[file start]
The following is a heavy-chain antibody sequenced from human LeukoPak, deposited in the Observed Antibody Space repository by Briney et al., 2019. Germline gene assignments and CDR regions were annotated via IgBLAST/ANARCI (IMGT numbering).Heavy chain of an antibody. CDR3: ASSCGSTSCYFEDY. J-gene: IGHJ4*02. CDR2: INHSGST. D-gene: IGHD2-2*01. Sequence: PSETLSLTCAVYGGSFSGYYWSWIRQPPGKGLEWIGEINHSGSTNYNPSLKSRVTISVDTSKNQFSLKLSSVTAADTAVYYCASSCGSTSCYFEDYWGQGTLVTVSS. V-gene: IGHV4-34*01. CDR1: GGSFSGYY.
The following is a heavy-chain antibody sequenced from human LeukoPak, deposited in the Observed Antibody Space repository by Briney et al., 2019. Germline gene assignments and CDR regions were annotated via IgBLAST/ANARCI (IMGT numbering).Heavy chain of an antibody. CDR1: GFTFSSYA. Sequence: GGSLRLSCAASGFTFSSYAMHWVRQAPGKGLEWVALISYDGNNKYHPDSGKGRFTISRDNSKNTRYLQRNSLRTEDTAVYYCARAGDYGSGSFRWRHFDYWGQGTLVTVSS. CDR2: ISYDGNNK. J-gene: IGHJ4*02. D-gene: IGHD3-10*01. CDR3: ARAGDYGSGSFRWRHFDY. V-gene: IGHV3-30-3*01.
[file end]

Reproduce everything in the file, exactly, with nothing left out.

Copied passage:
The following is a heavy-chain antibody sequenced from human LeukoPak, deposited in the Observed Antibody Space repository by Briney et al., 2019. Germline gene assignments and CDR regions were annotated via IgBLAST/ANARCI (IMGT numbering).Heavy chain of an antibody. CDR3: ASSCGSTSCYFEDY. J-gene: IGHJ4*02. CDR2: INHSGST. D-gene: IGHD2-2*01. Sequence: PSETLSLTCAVYGGSFSGYYWSWIRQPPGKGLEWIGEINHSGSTNYNPSLKSRVTISVDTSKNQFSLKLSSVTAADTAVYYCASSCGSTSCYFEDYWGQGTLVTVSS. V-gene: IGHV4-34*01. CDR1: GGSFSGYY.
The following is a heavy-chain antibody sequenced from human LeukoPak, deposited in the Observed Antibody Space repository by Briney et al., 2019. Germline gene assignments and CDR regions were annotated via IgBLAST/ANARCI (IMGT numbering).Heavy chain of an antibody. CDR1: GFTFSSYA. Sequence: GGSLRLSCAASGFTFSSYAMHWVRQAPGKGLEWVALISYDGNNKYHPDSGKGRFTISRDNSKNTRYLQRNSLRTEDTAVYYCARAGDYGSGSFRWRHFDYWGQGTLVTVSS. CDR2: ISYDGNNK. J-gene: IGHJ4*02. D-gene: IGHD3-10*01. CDR3: ARAGDYGSGSFRWRHFDY. V-gene: IGHV3-30-3*01.